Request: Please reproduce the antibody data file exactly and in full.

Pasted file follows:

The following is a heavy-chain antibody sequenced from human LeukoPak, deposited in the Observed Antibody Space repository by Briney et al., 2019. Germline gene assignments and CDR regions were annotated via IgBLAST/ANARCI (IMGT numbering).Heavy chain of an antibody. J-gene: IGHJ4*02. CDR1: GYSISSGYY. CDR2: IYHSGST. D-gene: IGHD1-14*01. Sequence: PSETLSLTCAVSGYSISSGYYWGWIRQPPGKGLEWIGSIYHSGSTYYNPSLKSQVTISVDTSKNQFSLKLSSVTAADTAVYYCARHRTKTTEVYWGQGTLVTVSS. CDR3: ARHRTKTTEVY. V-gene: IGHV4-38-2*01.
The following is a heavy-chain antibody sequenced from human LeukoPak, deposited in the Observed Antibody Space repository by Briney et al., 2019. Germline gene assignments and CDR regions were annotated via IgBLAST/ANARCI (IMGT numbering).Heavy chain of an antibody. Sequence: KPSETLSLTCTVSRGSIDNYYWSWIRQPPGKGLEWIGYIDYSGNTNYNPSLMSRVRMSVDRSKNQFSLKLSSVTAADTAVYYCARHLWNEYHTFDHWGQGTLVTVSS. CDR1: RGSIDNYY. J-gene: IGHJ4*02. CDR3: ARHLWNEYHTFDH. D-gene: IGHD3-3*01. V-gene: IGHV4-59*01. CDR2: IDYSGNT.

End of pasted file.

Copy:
The following is a heavy-chain antibody sequenced from human LeukoPak, deposited in the Observed Antibody Space repository by Briney et al., 2019. Germline gene assignments and CDR regions were annotated via IgBLAST/ANARCI (IMGT numbering).Heavy chain of an antibody. J-gene: IGHJ4*02. CDR1: GYSISSGYY. CDR2: IYHSGST. D-gene: IGHD1-14*01. Sequence: PSETLSLTCAVSGYSISSGYYWGWIRQPPGKGLEWIGSIYHSGSTYYNPSLKSQVTISVDTSKNQFSLKLSSVTAADTAVYYCARHRTKTTEVYWGQGTLVTVSS. CDR3: ARHRTKTTEVY. V-gene: IGHV4-38-2*01.
The following is a heavy-chain antibody sequenced from human LeukoPak, deposited in the Observed Antibody Space repository by Briney et al., 2019. Germline gene assignments and CDR regions were annotated via IgBLAST/ANARCI (IMGT numbering).Heavy chain of an antibody. Sequence: KPSETLSLTCTVSRGSIDNYYWSWIRQPPGKGLEWIGYIDYSGNTNYNPSLMSRVRMSVDRSKNQFSLKLSSVTAADTAVYYCARHLWNEYHTFDHWGQGTLVTVSS. CDR1: RGSIDNYY. J-gene: IGHJ4*02. CDR3: ARHLWNEYHTFDH. D-gene: IGHD3-3*01. V-gene: IGHV4-59*01. CDR2: IDYSGNT.